On Stories as Products of Language

Here is a plot for a novel.

Plot of Part-Time Superhero by HJ Media Studios

That’s good and all, as far as it goes, but I’m just not sure that I believe in plot.

Now, this is a bit of a problem since I’m trying to make a name for myself writing novels (see my posts for the past couple of Tuesdays).  Novels, you might say, and lots of people do, are all about plot.

This lack of concern I have with plot wasn’t really a problem when I was focusing on poetry.  Plot can certainly be a focus in a poem, but for me the focus has always been image.  My poems survive and succeed (if, indeed, they do either) on their concentration on tone and emotion, not on what happens in the poem – assuming you mean by “what happens” the plot.  As in who goes where and does what when.

This lack of concern I have with plot wasn’t really a problem with short stories, either.  In short fiction, from flash to novella-ish (my longest story so far is about 12K words), I’m still focusing on emotion and tone and image.  My images in these stories are centered around scenes, yes, and those scenes are descriptions of what’s happening, yes, but those scenes aren’t necessarily connected into a larger scheme of What OMG Is Happening Here?  They scenes are structured more in line with This Is A Sequence Of Events, and by the time the reader gets to the end of that sequence of events they are in a specific fog of emotion/tone.  Ideally.

This lack of concern I have with plot wasn’t ever really a problem with plays, either.  And in some ways I’ve always found plays to be the easiest thing to write since it’s just two people talking to each other.  One person says something, and the other person has to respond with something.  Or they don’t respond, and that’s still a response (silence) that the first person can (and must) respond to.  Dialogue creates itself, both the chicken and the egg.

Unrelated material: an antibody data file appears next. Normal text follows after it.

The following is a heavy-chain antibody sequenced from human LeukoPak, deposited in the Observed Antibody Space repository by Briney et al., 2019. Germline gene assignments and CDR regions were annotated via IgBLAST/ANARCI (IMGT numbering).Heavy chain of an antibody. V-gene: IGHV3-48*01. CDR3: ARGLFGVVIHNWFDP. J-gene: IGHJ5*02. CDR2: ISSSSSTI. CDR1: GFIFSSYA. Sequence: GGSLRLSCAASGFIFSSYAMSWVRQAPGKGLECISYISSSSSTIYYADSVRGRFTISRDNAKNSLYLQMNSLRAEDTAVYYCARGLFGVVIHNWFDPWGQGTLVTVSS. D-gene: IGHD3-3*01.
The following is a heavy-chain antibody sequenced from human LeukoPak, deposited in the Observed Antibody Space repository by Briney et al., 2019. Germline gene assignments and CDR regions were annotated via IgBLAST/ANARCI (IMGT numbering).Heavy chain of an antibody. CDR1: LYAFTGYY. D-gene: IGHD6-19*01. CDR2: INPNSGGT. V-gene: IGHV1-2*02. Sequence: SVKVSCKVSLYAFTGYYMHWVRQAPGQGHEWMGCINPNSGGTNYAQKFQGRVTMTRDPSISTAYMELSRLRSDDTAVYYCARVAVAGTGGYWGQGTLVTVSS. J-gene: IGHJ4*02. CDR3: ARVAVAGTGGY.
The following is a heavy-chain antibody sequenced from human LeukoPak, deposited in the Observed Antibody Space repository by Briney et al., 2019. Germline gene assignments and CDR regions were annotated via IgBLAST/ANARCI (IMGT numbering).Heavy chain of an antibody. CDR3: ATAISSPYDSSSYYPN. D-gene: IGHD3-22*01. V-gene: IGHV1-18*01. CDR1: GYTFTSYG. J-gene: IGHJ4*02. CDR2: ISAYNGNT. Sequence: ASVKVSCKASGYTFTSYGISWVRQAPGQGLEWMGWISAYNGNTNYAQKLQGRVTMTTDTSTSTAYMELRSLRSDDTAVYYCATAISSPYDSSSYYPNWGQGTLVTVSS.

But, as I said, novels are all about plot.

Except when they’re not.

See, when I am talking about image or dialogue, what I’m really talking about is language.  And, for me as a writer, language begets language.  When I begin to write a novel, there is first the idea.  But that idea is so nebulous as to be virtually worthless. Take THE UNDERGROUND EMPIRE OF JOSEPH WUNDERKIND for example.  The idea?  A kid finds a door in his apartment building’s basement that leads to an underground complex of rooms.  Discuss.

Puzzle pieces - 2 by yann.co.nz

But as soon as I start writing, the idea is put into words.  It begins to define itself, and that definition calls forth certain logical extrapolations, and those extrapolations require elucidation and other big and important words until the novel has begun to take shape.  I always compare it to completing a jigsaw puzzle without a picture to guide me.  Each word, sentence, and scene I write begins to set the boundaries for the puzzle, creating the outer edges of the world.  As I get deeper and deeper into the novel, more of the inside of the puzzle is filled out and I have a better idea of what it is I’m writing and what the final picture will be until, finally, the puzzle is done, the novel finished, the picture complete.